PORTLAND, Ore. — After the Supreme Court reversed its stance on Roe v. Wade, the landmark case that made access to abortion a constitutional right, several major Oregon companies have made it clear their employees will still have access in states where abortion is banned.
These companies have sent out statements and posted on social media, doubling down on their commitment to employees' access to reproductive health care.
Roughly half the states in the country, where more than 300,000 abortions were performed last year, are poised to ban or restrict abortion.
Columbia Sportswear sent a letter to employees on Friday, saying in part, "Should an employee or covered individual need immediate services, our goal is to provide access to health care that existed before today's Supreme Court decision.”
Intel, Oregon’s largest private employer, also sent out a statement saying the company would provide resources for people needing to travel for safe and timely health care.
Portland ice cream chain Salt & Straw did the same.
“Our founder Kim and I had a conversation about the importance of really just showing up for our team members. We want them to know that their care is our number one priority,” said Todd Woodruff, chief people officer for Salt & Straw.
Woodruff said in addition to the company’s locations in Oregon and California, it has about 120 employees in Florida and a handful of employees in Texas and North Dakota. In Florida, abortion will be restricted. It’ll be banned in Texas and North Dakota.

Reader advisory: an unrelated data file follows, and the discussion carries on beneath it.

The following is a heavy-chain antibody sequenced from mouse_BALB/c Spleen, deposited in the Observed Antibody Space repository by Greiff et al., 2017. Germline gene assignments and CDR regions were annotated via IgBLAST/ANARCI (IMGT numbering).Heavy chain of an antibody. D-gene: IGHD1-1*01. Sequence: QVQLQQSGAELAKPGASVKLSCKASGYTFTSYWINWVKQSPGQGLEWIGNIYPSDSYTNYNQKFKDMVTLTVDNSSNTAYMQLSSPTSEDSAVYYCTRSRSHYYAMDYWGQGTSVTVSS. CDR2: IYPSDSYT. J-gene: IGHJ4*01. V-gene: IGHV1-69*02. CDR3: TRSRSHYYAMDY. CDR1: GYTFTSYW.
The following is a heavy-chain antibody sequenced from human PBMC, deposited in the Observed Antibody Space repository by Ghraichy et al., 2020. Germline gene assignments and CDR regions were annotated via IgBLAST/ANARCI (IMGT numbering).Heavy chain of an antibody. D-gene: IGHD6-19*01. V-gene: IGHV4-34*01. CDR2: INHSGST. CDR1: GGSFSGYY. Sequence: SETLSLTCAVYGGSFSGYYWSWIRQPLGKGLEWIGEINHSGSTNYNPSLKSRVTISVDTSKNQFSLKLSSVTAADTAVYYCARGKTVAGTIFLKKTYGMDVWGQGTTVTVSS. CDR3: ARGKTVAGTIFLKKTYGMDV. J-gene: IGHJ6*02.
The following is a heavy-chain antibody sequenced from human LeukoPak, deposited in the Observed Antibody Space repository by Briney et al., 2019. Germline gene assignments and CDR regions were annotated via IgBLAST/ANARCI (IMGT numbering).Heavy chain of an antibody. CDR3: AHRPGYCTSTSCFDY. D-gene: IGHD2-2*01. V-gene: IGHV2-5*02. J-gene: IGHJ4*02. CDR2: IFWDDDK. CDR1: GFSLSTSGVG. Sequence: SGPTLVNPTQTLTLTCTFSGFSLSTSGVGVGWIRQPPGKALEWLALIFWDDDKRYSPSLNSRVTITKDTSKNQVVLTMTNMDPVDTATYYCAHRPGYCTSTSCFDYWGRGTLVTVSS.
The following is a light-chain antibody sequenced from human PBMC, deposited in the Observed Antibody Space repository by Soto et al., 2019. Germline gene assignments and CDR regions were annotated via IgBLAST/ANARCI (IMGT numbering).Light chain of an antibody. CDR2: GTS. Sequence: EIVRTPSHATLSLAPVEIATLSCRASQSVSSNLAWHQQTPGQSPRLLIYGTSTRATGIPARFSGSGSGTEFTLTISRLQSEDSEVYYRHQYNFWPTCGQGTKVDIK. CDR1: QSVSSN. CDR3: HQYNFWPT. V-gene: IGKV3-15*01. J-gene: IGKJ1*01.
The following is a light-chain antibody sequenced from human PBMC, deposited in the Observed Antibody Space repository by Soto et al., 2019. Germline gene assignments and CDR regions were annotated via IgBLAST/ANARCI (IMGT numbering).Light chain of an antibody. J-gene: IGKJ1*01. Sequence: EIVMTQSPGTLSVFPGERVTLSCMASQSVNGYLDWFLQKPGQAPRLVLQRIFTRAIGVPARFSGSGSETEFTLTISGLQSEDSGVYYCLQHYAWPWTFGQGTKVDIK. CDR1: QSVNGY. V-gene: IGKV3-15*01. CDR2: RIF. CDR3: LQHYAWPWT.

“As an organization, we want to make sure that all of our team members have the ability to go to a safe place for that kind of care," Woodruff added.
On LinkedIn, KEEN Footwear, Adidas, which has its North America headquarters in Portland, and Wyld, a cannabis edibles company out of Clackamas, also posted messages indicating all travel expenses would be covered should an employee need to go a state where abortion is legal. Posts from Adidas and Wyld said the companies would cover lodging as well.
Wieden + Kennedy, an international advertising agency out of Portland, also posted on LinkedIn saying it would do the same. A spokesperson said the company actually announced that it would cover travel-related costs when the Supreme Court’s draft opinion was leaked in early May.
Some companies have specified how much money employees will get in order to travel for an abortion. In some cases, it’s thousands of dollars. Other companies are still trying to iron out the details.
Companies are also trying to figure out how to keep employees’ health information private.
A spokesperson for Columbia Sportswear said the company could potentially have insurance handle abortion-related requests or the Employee Assistance Program might be utilized, which is already confidential.
Woodruff with Salt & Straw said the process would likely be handled by a human resources representative who is trained and prepared to manage the request in a supportive and confidential way.
“In short, the Team Member's manager will not be given any detail regarding the specifics of their employee's condition or reason for treatment. They will only be given details of return to work and any accommodations necessary for an employee to return to work, as is already the practice for handling healthcare accommodations," Woodruff wrote in an email. "Further, medical information is always kept separate from employee files preventing management to have any access to protected information."